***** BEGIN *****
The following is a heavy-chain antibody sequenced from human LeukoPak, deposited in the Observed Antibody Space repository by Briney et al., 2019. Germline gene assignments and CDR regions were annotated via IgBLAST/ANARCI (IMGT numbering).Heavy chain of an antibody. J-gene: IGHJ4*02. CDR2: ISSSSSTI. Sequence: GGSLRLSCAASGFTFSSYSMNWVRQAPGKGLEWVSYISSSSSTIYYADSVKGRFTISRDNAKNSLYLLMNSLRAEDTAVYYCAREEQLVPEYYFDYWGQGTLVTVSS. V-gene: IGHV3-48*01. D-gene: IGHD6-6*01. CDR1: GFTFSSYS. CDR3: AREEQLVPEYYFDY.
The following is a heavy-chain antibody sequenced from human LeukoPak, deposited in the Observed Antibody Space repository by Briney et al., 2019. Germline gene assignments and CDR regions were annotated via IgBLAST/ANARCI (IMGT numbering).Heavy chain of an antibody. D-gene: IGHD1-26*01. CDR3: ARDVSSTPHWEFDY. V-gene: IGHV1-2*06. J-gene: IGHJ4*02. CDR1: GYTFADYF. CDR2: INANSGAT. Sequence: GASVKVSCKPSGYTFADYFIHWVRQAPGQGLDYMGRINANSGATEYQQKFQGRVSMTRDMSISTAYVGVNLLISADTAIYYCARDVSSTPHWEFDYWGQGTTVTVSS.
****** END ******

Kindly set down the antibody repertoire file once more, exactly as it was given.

The following is a heavy-chain antibody sequenced from human LeukoPak, deposited in the Observed Antibody Space repository by Briney et al., 2019. Germline gene assignments and CDR regions were annotated via IgBLAST/ANARCI (IMGT numbering).Heavy chain of an antibody. J-gene: IGHJ4*02. CDR2: ISSSSSTI. Sequence: GGSLRLSCAASGFTFSSYSMNWVRQAPGKGLEWVSYISSSSSTIYYADSVKGRFTISRDNAKNSLYLLMNSLRAEDTAVYYCAREEQLVPEYYFDYWGQGTLVTVSS. V-gene: IGHV3-48*01. D-gene: IGHD6-6*01. CDR1: GFTFSSYS. CDR3: AREEQLVPEYYFDY.
The following is a heavy-chain antibody sequenced from human LeukoPak, deposited in the Observed Antibody Space repository by Briney et al., 2019. Germline gene assignments and CDR regions were annotated via IgBLAST/ANARCI (IMGT numbering).Heavy chain of an antibody. D-gene: IGHD1-26*01. CDR3: ARDVSSTPHWEFDY. V-gene: IGHV1-2*06. J-gene: IGHJ4*02. CDR1: GYTFADYF. CDR2: INANSGAT. Sequence: GASVKVSCKPSGYTFADYFIHWVRQAPGQGLDYMGRINANSGATEYQQKFQGRVSMTRDMSISTAYVGVNLLISADTAIYYCARDVSSTPHWEFDYWGQGTTVTVSS.